I have done some nattering here about buffalo meat, which I like very much, despite my irrational aversion to most meats not familiar to me from childhood. I think it tastes very like beef, only even better, sweeter, cleaner. Until recently, though, I'd only had the ground meat, which was all that was available to me locally. Recently, I found a "minimally processed" (whatever that means), "additive free" 2 pound buffalo chuck roast (it magically appeared at the Giant Eagle last week, who knew?), and I was eager to cook it appropriately.
A cursory search through my own library and the internet didn't produce an individual recipe that knocked my socks off, but I did glean some advice that made me a bit nervous. Everyone stressed that buffalo is much leaner and less marbled than beef. There seemed to be agreement that it should be eaten rare, and not cooked too long, or at a high heat, or it would dry out. My own idea of a (beef) chuck roast treatment is a long, slow pot roasty braising, until the meat nearly falls apart, juicy and tender. I favor chuck for beef pot roasts, because of the marbling, which keeps it juicy. I generally make it ahead, so I can chill the gravy, and lift the fat off.
"Treat it like game" and "Cook it like venison" were recurring themes. I am not so familiar with venison treatments, having reacted sqeamishly the only time I tried it. Other game (e.g. elk) I've only had in a barbeque, where the predominant flavor was spicy barbeque sauce. I checked around, and it became clear that a marinade was in order. This made sense, a tenderizing step precooking could reduce the amount of cooking/drying out time needed for the roast. So I decided to marinate it for 24 hours or so, and then pot roast it, keeping a careful eye on it, so I would stop cooking it as soon as it was tender.
This buffalo business, and the first cold, blustery day of the season called to my (admittedly childish) mind, an image of prairie folks of an earlier era, celebrating a rare game/meat meal in a snug cabin, a Laura Ingalls Wilder sort of thing. Thus it seemed that a steaming pile of mashed potatoes with lots of buffalo gravy, red cabbage coleslaw, and a generous amount of roasted root vegetables would be appropriate sides, followed up by some preserved prunes in brandy with cream. This menu allowed me to use almost all organic vegetables left from my last fall farmboxes, and my own preserves, which seemed suitable too.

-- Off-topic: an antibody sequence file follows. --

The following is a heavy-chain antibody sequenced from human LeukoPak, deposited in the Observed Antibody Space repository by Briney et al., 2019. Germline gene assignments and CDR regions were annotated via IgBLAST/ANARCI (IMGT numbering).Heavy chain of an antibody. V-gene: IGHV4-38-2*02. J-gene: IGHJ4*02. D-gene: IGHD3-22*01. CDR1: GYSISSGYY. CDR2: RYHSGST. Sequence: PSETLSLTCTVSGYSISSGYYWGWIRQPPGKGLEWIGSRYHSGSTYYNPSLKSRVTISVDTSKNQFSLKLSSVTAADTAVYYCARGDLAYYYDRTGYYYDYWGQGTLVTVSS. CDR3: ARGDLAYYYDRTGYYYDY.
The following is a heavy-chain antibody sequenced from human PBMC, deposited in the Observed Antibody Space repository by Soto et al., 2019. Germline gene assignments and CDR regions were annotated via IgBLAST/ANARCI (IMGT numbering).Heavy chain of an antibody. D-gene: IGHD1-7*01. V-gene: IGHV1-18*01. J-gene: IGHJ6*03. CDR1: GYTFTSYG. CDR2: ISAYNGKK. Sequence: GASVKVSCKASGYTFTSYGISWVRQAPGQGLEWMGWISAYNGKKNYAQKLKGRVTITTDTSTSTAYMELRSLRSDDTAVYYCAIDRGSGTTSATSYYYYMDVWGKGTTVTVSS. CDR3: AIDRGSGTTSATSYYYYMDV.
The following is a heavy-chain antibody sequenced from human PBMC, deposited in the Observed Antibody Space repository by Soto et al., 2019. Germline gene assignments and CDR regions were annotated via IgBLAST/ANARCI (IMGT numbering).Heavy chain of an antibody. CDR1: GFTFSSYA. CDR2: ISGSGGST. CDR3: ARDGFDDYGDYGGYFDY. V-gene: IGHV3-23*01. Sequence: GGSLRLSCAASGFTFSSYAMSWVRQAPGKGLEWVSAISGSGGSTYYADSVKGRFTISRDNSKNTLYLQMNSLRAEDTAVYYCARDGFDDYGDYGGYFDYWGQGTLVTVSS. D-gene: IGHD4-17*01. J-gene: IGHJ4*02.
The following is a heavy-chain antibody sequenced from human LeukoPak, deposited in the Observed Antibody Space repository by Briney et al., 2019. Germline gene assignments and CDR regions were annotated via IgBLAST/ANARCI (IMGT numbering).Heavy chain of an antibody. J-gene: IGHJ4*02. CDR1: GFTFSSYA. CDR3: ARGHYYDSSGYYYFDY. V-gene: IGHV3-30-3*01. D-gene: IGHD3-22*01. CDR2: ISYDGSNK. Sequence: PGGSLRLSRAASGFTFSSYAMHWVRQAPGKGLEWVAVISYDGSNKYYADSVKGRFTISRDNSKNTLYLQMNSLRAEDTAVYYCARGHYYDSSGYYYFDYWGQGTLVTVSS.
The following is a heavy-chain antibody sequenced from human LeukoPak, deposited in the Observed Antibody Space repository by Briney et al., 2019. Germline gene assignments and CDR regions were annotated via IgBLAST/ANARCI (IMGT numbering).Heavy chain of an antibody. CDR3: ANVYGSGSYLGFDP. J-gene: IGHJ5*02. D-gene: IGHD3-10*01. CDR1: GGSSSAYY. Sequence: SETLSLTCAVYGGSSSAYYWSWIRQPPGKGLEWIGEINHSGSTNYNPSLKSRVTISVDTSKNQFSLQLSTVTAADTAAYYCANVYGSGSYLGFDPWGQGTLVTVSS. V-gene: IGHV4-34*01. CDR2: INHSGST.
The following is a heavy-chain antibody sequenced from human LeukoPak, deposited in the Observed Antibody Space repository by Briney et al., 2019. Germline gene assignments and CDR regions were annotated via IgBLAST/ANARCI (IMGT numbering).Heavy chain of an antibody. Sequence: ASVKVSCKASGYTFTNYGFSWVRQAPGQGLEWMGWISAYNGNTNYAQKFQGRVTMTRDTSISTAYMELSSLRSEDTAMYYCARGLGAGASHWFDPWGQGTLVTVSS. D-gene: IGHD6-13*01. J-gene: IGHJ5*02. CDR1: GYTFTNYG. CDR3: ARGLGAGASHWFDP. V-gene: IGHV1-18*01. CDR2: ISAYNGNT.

Of course, the dolcetto in the marinade, left over from a dinner last week, was not so sod house-like. But it did come from the Bartolucci's Madonna Estate, an organic, dry farm, family run vineyard I visited in Carneros, in the Napa Valley a few years ago. I liked the people and I like their wine, so despite the fact that you cannot ship out of state wine to Pennsylvania, I keep, uh, well...let's just say, I still have some.
Preparatory to playing log cabin, or whatever it is I was doing (the absence of young children makes this sort of carrying on seem so much less reasonable), I marinated the roast in a covered earthenware pot in a half bottle of the wine, garlic, thyme, parsley, a little red wine vinegar, 4 mashed juniper berries, sliced carrots, sliced fennel stems, and chopped leeks, salt and peppercorns-for about 24 hours.
The next day, I preheated the oven to 300F, and soaked some dried mushrooms in a cup of hot water for about 30 minutes. I wiped out my lidded pot, and browned the roast in a saute pan, on both sides, nice and deep brown, in a couple of tablespoons of olive oil. I put the roast back in the clean pot with 4 sage leaves, a sprig of thyme and one of rosemary, some parsley, salt and pepper, and several unpeeled garlic cloves.
In the leftover fat, I cooked 4 quartered slices of bacon, 2 sliced carrots, the mushrooms, and two onions, cut in thin half moons. When they got a bit brown, I added the reserved marinade, several strips of orange peel, and the mushroom soaking liquid, brought it to a boil, and cooked it down some, scraping up the sticking bits on the pan.
I poured the contents of the pan over the roast, covered that with some dampened, crumbled parchment paper and the earthenware pot lid, and set it in the oven for three and a half hours. I refrigerated the meat and juices separately, and peeled the fat off the next day. then, I strained the juices, pressing on the lumpy bits in the strainer, and made a bunch of gravy, starting with a Tbsp each of melted butter and flour, and whisking the juices in. I sliced the roast thickly, and have been repeatedly reheating slices in the gravy, and enjoying it ever since.
It's tender and it tastes awfully good, and I love the gravy. It is, however, despite the efforts, a bit dry, compared to a beef pot roast.. I'm thinking I'll chop the remaining meat up with the leftover veg, top it with the leftover mashed potatoes and have some shepherd's pie..or buffalo-hunter's pie, or whatever that would be.
Given the dryness, I think the next thing to try would be a tender cut, cooked quickly. I'll have to see what turns up in the meat department. Sorry about the lack of photo, I just didn't get around to it while it was still pretty.